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Higgins calls for action to address toxic algal blooms in Lake Erie

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Fri, Jul 28th 2017 05:20 pm
Congressman wants algal bloom coordinator to have adequate resources to protect fresh water supply
Congressman Brian Higgins is pushing for more to be done to address toxic algal blooms that threaten the health of Lake Erie, and is writing to the U.S. Environmental Protection Agency Administrator requesting the harmful algal bloom coordinator be provided with the resources to combat the problem.
This week, the National Oceanic and Atmospheric Administration issued a bulletin warning of the presence of harmful algal blooms in western Lake Erie for the first time this summer. NOAA is forecasting algal blooms this season may be particularly severe, rivaling levels seen in 2014. During that year, Toledo, Ohio, was forced to issue a two-day ban on drinking water, affecting nearly a half-million residents, after a toxin associated with algal blooms was discovered in the water supply.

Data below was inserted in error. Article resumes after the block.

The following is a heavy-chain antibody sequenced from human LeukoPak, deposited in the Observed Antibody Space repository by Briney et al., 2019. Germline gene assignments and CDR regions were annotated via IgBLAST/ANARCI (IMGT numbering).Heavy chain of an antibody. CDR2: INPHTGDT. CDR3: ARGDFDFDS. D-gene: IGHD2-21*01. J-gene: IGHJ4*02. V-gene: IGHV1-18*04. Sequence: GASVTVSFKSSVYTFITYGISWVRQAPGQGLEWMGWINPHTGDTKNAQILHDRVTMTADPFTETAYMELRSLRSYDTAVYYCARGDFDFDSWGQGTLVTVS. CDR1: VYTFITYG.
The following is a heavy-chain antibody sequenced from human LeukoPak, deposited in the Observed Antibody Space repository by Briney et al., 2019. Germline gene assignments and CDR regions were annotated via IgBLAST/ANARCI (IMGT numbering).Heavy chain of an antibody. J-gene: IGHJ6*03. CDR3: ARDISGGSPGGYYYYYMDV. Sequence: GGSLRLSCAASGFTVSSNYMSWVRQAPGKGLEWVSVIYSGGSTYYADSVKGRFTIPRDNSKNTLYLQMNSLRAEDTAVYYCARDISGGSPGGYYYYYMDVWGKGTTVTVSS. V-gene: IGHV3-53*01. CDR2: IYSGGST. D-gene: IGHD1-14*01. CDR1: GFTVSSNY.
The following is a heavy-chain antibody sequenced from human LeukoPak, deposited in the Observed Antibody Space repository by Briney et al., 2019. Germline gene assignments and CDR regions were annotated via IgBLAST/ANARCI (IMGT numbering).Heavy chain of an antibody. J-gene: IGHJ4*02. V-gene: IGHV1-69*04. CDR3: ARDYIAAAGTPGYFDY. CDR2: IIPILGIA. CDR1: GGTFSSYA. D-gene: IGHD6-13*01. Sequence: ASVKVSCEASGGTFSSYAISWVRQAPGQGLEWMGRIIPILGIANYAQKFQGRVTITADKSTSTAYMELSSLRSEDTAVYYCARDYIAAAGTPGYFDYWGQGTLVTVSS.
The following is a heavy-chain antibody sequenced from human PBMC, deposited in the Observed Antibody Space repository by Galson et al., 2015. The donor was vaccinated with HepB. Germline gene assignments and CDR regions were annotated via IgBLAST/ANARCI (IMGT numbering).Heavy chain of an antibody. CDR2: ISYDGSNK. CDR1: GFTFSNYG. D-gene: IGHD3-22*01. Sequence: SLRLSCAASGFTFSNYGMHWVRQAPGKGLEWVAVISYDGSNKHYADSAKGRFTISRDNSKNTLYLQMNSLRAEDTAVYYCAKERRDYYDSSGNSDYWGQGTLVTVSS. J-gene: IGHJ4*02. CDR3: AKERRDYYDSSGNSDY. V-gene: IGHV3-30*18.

The Water Infrastructure Improvements for the Nation Act, approved by Congress, included a provision requiring the EPA Administrator to designate a harmful algal bloom coordinator. Higgins is calling on the EPA to ensure the coordinator has necessary resources to address the urgent threat to the national fresh water supply.
 Higgins, a member of the Congressional Great Lakes Task Force, stressed the importance of this issue in remarks on the House floor:
"According to national environmental officials, for the first time this year, toxic algal blooms have formed on the shores of Lake Erie," he said. "This toxic accumulation of algal represent a direct threat to the people of Western New York, but they also threaten the surrounding Great Lakes communities, representing 20 percent of the world's fresh water drinking supply.
"In past years, toxic blooms have been so extreme that they infiltrated clean drinking water sources, turning once-clean waters into toxic swamps.
"These hazardous blooms threaten the local economy, which is dependent on fishing, recreation and tourism. Furthermore, they represent a critical danger to wildlife present on Lake Erie.
"At a time when the House is considering defunding environmental efforts, I would remind my colleagues of the tremendous progress we have made since through the Great Lakes Restoration Initiative to cleanup our Nation's lakes and rivers. This is no time to turn back."

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